The warm climate irrigated areas produce about 60% of the nations wine grapes. The other 40% is produced in premium regions like the Barossa, McLaren Vale, Yarra, and Margaret River etc.  When we had the last glut, as a percentage of production, the more costly grapes from the premium regions were the biggest problem in the wine lake. It represented a proportion of the lake that was far in excess of its production percentage. If there is another glut, and these almost most certainly will be one, then the premium regions will be hit just as hard as the low end.

 

The government’s bail out package may help some of the small growers with water allocation, but it does nothing for the rest of the industry, who are up a dry creek without a paddle.

 

Who wants to live in “interesting times?” Glad I am not in the wine production business.


 

Feel free to submit your comments!

From Mark Cohen: Friday 10th October

Four wine dealers imprisoned for fraud - Four wine dealers who targeted American investors and conned them out of over £1m received sentences of up to four and a half years last week. Following a trial of more than three months, three people were found guilty of operating a fraudulent wine investment business that mainly targeted the American medical community.

 

From Chris Robinson: Friday 10 October

Most readers will know the case the French make for terroir. And whilst many Australian scientists and winemakers take the piss out of the French over their reverence for this subject, the reality is that the terroir is ultimately the absolute expression of "place". Some would argue bringing in truck loads of water defies "place" and probably long term, results in shallow rooting which means the vines take less from the soil potential and thus become even less about potential terroir.

 
The issue for many vineyards is that this commitment to terroir generally means high costs at every point in the viticultural environment. It often means more expensive trellising, more vine dressing and bunch and leaf management using lots of manual labour, less machinery run on the land to avoid compaction and generally more manual labour at harvest time. The ultimate effect is very high costs for fruit, well beyond what any major companies are now willing to pay.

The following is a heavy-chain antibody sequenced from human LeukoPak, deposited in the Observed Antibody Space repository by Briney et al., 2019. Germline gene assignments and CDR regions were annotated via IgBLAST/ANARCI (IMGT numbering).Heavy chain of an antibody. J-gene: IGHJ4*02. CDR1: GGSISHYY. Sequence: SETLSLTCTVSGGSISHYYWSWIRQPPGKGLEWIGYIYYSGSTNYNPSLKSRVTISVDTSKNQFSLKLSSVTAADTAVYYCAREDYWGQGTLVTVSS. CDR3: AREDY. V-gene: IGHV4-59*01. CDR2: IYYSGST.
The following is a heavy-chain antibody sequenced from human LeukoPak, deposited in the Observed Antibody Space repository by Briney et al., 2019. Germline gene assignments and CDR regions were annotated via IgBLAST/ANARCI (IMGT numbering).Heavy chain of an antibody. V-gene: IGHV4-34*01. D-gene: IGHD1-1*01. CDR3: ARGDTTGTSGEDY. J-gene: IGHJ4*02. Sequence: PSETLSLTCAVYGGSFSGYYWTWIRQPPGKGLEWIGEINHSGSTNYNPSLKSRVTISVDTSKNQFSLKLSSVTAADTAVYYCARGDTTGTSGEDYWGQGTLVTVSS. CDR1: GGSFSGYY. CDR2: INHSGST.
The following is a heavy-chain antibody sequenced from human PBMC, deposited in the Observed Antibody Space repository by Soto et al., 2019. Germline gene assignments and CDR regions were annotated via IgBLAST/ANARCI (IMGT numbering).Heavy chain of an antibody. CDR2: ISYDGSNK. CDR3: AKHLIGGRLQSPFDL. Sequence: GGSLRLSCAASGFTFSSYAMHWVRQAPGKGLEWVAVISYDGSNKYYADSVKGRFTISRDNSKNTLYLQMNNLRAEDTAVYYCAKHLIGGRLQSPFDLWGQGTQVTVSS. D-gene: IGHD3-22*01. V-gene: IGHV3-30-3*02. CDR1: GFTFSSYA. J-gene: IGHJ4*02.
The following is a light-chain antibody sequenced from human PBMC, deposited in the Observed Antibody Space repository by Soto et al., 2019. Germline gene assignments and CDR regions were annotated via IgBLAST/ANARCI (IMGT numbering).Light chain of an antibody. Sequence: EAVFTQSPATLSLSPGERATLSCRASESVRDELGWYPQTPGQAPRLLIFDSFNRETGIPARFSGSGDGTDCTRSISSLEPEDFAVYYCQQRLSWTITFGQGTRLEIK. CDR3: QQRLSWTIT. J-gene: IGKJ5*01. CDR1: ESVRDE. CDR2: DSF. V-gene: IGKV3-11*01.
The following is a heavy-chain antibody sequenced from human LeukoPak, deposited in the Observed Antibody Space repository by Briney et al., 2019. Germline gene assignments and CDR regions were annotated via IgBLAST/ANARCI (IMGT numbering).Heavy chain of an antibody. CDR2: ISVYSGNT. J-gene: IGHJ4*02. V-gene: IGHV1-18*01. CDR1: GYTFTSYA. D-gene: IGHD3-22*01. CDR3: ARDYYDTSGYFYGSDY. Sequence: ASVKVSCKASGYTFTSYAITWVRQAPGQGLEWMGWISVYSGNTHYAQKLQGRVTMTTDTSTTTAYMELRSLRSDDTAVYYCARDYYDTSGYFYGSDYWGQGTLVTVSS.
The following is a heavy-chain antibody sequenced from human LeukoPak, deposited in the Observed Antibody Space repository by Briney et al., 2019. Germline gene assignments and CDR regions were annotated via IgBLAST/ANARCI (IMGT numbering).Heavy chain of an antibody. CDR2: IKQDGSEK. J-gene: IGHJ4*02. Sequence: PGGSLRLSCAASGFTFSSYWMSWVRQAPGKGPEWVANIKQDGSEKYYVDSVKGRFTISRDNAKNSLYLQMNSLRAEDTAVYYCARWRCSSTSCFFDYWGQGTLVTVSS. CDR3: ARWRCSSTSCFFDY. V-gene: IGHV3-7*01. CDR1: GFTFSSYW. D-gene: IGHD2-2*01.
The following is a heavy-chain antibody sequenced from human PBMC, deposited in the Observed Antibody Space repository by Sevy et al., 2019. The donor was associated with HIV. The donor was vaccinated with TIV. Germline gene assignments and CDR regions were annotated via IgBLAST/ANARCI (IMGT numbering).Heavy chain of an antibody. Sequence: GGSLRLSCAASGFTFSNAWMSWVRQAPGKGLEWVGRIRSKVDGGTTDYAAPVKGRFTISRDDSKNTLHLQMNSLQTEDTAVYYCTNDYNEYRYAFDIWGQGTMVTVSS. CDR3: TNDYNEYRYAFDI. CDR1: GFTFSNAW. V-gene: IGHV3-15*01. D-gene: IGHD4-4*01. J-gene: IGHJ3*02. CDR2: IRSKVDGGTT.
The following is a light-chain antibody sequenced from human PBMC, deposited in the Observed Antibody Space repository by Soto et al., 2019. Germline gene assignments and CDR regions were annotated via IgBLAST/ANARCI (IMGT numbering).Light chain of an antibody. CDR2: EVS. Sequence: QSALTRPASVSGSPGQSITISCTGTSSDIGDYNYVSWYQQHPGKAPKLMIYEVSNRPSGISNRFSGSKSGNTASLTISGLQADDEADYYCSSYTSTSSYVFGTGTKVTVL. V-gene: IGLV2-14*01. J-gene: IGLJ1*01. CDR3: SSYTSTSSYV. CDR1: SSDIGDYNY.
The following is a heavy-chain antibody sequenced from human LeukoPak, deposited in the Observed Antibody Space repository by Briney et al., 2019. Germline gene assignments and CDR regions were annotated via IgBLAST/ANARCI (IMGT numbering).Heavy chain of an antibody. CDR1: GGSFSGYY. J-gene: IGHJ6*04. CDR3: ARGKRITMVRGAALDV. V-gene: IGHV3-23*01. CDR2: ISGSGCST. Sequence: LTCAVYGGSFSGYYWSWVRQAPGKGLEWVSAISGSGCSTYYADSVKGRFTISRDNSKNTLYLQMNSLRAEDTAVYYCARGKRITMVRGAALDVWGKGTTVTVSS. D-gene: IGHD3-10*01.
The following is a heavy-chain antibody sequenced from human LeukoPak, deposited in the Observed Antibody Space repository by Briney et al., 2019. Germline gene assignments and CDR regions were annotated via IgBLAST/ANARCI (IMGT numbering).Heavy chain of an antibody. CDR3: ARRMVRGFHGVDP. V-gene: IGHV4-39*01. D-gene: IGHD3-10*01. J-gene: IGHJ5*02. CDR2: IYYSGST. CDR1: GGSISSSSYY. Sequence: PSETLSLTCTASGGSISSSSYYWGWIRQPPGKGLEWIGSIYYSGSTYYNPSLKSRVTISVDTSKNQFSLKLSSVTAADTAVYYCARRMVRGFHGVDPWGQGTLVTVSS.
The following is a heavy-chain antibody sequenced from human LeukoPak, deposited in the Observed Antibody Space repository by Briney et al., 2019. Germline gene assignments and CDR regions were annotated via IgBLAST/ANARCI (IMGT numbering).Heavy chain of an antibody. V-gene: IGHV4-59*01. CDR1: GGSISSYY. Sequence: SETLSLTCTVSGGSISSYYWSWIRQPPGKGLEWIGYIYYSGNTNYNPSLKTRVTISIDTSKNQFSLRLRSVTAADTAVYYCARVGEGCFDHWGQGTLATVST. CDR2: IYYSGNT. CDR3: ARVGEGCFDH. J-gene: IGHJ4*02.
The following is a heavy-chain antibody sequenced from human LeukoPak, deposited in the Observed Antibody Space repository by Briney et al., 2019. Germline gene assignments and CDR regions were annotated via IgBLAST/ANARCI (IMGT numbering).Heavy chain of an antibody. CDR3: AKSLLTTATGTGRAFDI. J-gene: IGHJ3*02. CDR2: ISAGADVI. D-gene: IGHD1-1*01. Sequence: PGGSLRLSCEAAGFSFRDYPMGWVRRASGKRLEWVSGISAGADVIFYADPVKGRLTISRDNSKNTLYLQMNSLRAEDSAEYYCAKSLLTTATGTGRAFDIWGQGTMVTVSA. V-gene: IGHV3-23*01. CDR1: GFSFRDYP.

Many cool climate winemakers have made these types of commitment in the belief they would make wines that reflected the terroir and the wine buying public would respect that.

 

Seems we now have a potential wine lake even at this top end and will see many fine vineyards struggle through the next 2-3 years. So it won't necessarily mean the best will survive unfortunately.

 

From Brian Miller: Tuesday 14 October

"...what is most noteworthy about the expression is that it is not Chinese. There is no such expression, "May you live in interesting times," in Chinese. It is a non-Chinese creation, most probably American, that has been around for at least 30 or 40 years. It appears in book prefaces, newspapers (frequently in the New York Times) and speeches, as an eye- or ear-catcher, although I have not found it in Bartlett's Quotations or other quotation sourcebooks. I speculate that whoever it was who first coined it attempted to give the expression a mystique, and so decided to attribute it to the Chinese." Source link.

"... One possibility is that ... phrase is from the following Chinese saying "时势造英雄"(pin-yin:shi shi zao ying xiong), which means heroes(leaders) are made over turbulent times.

No known user of the English phrase has supplied the purported Chinese language original, and the Chinese language origin of the phrase, if it exists, has not been found, making its authenticity doubtful. One theory is that it may be related to the Chinese proverb, "It's better to be a dog in a peaceful time than be a man in a chaotic period" (寧為太平犬,不做亂世人; pinyin: níng wéi tàipíng quǎn, bù zuò luànshì rén) ..."Source link.
 

 

Copyright © Ric Einstein 2008